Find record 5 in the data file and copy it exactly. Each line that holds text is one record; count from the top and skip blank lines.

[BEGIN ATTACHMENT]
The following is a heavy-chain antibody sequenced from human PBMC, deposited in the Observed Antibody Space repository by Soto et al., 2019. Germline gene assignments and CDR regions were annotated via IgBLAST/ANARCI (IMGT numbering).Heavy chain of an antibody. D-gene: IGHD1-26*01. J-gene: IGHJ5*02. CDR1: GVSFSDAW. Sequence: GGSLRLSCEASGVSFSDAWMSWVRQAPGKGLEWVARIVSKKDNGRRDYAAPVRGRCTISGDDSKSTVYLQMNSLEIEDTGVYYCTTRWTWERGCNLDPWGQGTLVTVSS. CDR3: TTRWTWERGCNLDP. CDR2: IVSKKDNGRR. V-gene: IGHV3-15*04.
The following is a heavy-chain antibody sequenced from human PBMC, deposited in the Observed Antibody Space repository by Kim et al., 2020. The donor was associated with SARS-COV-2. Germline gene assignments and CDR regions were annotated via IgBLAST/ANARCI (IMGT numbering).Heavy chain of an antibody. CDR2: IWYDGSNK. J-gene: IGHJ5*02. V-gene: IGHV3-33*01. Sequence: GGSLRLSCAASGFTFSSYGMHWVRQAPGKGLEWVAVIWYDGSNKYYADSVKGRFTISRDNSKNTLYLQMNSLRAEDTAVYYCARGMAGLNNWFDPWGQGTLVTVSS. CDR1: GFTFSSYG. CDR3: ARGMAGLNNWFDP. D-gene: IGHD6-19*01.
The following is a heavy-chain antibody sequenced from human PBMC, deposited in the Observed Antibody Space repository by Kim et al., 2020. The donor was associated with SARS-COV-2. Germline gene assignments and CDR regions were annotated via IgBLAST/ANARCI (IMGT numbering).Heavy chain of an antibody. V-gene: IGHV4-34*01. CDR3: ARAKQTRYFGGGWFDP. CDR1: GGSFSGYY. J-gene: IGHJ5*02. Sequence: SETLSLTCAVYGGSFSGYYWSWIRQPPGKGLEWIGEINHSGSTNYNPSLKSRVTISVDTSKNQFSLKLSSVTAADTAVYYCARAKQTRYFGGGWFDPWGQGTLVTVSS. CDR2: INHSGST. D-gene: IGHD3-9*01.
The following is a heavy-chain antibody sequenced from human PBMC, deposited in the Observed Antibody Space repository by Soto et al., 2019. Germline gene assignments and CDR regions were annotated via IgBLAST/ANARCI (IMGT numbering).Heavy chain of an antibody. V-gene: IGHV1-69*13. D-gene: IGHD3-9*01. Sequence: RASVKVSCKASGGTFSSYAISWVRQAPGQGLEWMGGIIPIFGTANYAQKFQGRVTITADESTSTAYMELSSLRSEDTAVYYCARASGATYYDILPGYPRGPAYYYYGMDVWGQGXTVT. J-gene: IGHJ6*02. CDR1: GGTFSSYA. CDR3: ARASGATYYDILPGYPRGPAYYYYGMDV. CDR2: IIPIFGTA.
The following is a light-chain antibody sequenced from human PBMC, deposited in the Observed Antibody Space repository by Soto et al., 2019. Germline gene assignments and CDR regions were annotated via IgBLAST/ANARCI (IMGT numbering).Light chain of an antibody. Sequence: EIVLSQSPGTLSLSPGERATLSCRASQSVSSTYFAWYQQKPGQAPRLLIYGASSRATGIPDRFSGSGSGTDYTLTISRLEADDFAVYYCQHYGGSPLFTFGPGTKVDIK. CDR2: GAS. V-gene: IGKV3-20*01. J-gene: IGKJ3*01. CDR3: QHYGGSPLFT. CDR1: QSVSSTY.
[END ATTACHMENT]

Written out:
The following is a light-chain antibody sequenced from human PBMC, deposited in the Observed Antibody Space repository by Soto et al., 2019. Germline gene assignments and CDR regions were annotated via IgBLAST/ANARCI (IMGT numbering).Light chain of an antibody. Sequence: EIVLSQSPGTLSLSPGERATLSCRASQSVSSTYFAWYQQKPGQAPRLLIYGASSRATGIPDRFSGSGSGTDYTLTISRLEADDFAVYYCQHYGGSPLFTFGPGTKVDIK. CDR2: GAS. V-gene: IGKV3-20*01. J-gene: IGKJ3*01. CDR3: QHYGGSPLFT. CDR1: QSVSSTY.